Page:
LMEs for delivery rate included nest box as a random variable, and habitat type, brood size, parent sex, density of perches (fence pole-height + taller perches combined), and year as fixed factors. Because shrub density was strongly related to habitat type, we did not enter shrubs as a separate variable in models with habitat. Subsequent models (general linear model) with the same fixed effects were run for the sexes individually in order to investigate traits of the individual (age, condition, and color) in relation to delivery rates. We used t-tests to compare the availability of perches between grassland and clear-cut habitat types directly.
Bluebirds brought many taxa of prey to nestlings (Appendix 2) so to simplify analyses of diet composition, we performed a principal components analysis (PCA) on the proportion of total items per filming session that were within each prey type category. To reduce the zeros in the matrix, taxa of some prey were combined such that the eight categories considered were: spiders, larvae (Lepidopteran and Coleopteran larvae), adult Lepidoptera, Hymenoptera + Diptera, Odonata + cicadas, grasshoppers, beetles, and small soft prey (Ephemeroptera +Hemiptera, +Trichoptera + Formicidae). Paired t-tests on the male and female at a nest box (n = 128) showed that the sexes did not differ in the proportions of items in these prey classes (all P > 0.08) and so the PCA scores of diet composition were calculated for the deliveries of both parents combined. General linear models were used to analyze the diet scores on the first two axes of the PCA and explanatory variables were habitat type and year.
For nestling mass, we ran two LMMs, one for the early nestling stage and one for the late nestling stage. The early nestling stage model included habitat, age, and year as the fixed effects and nest box as the random effect. By the late stage, nestlings could be sexed by plumage color and so that model also included nestling sex as a fixed effect.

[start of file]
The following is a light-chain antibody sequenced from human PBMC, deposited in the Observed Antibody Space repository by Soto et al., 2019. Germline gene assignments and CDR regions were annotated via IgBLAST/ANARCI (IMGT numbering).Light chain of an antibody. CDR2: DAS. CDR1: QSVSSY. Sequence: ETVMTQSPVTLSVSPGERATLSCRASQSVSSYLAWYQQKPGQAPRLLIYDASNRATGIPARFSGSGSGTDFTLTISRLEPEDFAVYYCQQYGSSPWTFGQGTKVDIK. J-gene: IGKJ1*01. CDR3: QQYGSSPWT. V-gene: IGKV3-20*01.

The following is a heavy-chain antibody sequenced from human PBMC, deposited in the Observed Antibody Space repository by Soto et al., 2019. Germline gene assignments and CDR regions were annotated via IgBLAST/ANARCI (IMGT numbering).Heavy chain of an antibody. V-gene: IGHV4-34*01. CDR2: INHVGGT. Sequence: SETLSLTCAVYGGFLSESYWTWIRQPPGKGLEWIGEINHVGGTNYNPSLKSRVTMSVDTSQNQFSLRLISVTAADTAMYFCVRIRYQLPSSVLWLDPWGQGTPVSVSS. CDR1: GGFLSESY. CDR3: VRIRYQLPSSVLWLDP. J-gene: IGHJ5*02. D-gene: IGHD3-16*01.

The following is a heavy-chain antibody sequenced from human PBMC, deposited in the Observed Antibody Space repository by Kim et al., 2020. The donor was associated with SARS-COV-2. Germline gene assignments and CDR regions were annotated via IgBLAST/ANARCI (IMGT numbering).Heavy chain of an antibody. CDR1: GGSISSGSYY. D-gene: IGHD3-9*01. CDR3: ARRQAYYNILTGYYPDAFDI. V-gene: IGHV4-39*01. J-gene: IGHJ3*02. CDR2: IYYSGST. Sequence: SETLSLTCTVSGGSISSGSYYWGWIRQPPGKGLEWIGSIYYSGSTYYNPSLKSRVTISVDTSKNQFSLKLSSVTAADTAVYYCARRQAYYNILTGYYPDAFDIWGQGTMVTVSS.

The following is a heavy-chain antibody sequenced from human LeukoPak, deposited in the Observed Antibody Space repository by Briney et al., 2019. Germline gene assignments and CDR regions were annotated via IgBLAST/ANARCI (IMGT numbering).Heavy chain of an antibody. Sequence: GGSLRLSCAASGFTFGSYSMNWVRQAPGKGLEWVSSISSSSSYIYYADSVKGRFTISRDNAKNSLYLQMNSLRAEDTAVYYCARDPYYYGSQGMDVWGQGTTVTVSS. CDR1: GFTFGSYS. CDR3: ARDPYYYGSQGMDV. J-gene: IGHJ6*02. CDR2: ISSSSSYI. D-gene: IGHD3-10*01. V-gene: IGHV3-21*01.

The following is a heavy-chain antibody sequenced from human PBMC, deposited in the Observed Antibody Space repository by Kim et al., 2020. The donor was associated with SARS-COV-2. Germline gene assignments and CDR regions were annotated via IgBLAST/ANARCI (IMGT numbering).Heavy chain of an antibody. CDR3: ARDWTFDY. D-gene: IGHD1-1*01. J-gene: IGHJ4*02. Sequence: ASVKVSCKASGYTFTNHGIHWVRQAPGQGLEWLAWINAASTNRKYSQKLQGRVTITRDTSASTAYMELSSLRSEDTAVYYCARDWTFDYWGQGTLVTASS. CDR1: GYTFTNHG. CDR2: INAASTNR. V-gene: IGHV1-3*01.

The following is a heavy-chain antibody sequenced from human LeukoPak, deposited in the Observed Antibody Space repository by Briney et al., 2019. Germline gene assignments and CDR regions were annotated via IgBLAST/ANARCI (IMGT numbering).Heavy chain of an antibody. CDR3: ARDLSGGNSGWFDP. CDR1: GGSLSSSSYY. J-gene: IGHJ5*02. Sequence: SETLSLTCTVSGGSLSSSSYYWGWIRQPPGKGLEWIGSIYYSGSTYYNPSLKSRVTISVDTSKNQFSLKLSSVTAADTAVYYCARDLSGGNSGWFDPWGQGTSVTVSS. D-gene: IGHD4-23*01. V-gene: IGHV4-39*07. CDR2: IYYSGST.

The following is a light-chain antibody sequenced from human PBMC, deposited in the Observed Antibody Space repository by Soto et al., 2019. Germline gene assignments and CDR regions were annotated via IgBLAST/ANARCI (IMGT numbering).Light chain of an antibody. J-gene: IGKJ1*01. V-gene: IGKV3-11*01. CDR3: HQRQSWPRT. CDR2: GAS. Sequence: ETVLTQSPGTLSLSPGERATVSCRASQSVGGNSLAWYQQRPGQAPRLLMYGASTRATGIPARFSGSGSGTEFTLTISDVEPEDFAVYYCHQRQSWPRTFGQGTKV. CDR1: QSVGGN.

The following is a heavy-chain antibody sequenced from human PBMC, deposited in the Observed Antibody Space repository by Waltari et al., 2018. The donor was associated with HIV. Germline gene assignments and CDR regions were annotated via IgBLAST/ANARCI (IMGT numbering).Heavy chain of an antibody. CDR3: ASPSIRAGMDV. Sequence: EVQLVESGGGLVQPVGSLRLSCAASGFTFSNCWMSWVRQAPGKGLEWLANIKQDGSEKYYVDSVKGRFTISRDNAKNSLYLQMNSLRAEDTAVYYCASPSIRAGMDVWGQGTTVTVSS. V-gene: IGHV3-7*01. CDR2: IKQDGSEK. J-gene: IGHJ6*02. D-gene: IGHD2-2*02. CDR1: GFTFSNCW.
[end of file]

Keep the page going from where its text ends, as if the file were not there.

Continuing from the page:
The diversity of forb taxa appeared higher in clear-cuts although many plant species were common to both habitats. Clear-cuts had less grass cover than grasslands (16% vs 34%) and tended to have more dead wood and less bare ground than grasslands (Appendix 1). Besides grass spp., the most abundant plant family in grasslands was Asteraceae and in clear-cuts it was Rosaceae. In terms of habitat structure, there were more perches < 1.5-m tall in clear-cuts (20.9/100 m² ± 1.4) than in grasslands (2.9/100 m² ± 0.7; t61 = 11.55, P < 0.001) as a result of the higher density of shrubs and slash in clear-cuts. There were also more perches 1.5–3 m tall in clear-cuts (0.69/100 m² ± 0.08) than in grasslands (0.29/100 m² ± 0.01; t45 = 4.67, P < 0.001) but the density of perches taller than 3 m (such as trees) did not differ between habitats (t84 = 1.60, P = 0.113) and averaged 0.07/100 m² ± 0.004.
Adults in clear-cuts brought larger prey (322 mm³ ± 6.8) than those in grasslands (297 mm³ ± 6.1), and males brought larger prey than females, but these differences were only significant at the older and not younger nestling stage (Fig.1, Table 1). Prey volume increased as nestlings aged in both habitats (Fig. 1). There was a significant interaction between habitat and parent sex in the younger nestling stage (Table 1) and this was because in grasslands, females brought smaller prey than males to small nestlings (F1,686 = 5.46, P = 0.02) whereas in clear-cuts, male and female parents brought similar-sized prey items (F1,870 = 0.05, P = 0.83). With the sexes considered separately, among male parents, neither habitat type nor individual traits such as size, body condition, or feather color were associated with the size of prey he brought at either the young or older nestling stages. However, in the older nestling stage, older males brought larger prey items (389 mm³ ± 13.9) than yearlings (347 mm³ ± 16.5; Table 1). Among females, the effect of habitat was significant for both nestling classes, but only weakly so, and of the individual traits only body size was significant in the older nestling stage, with larger females bringing larger prey.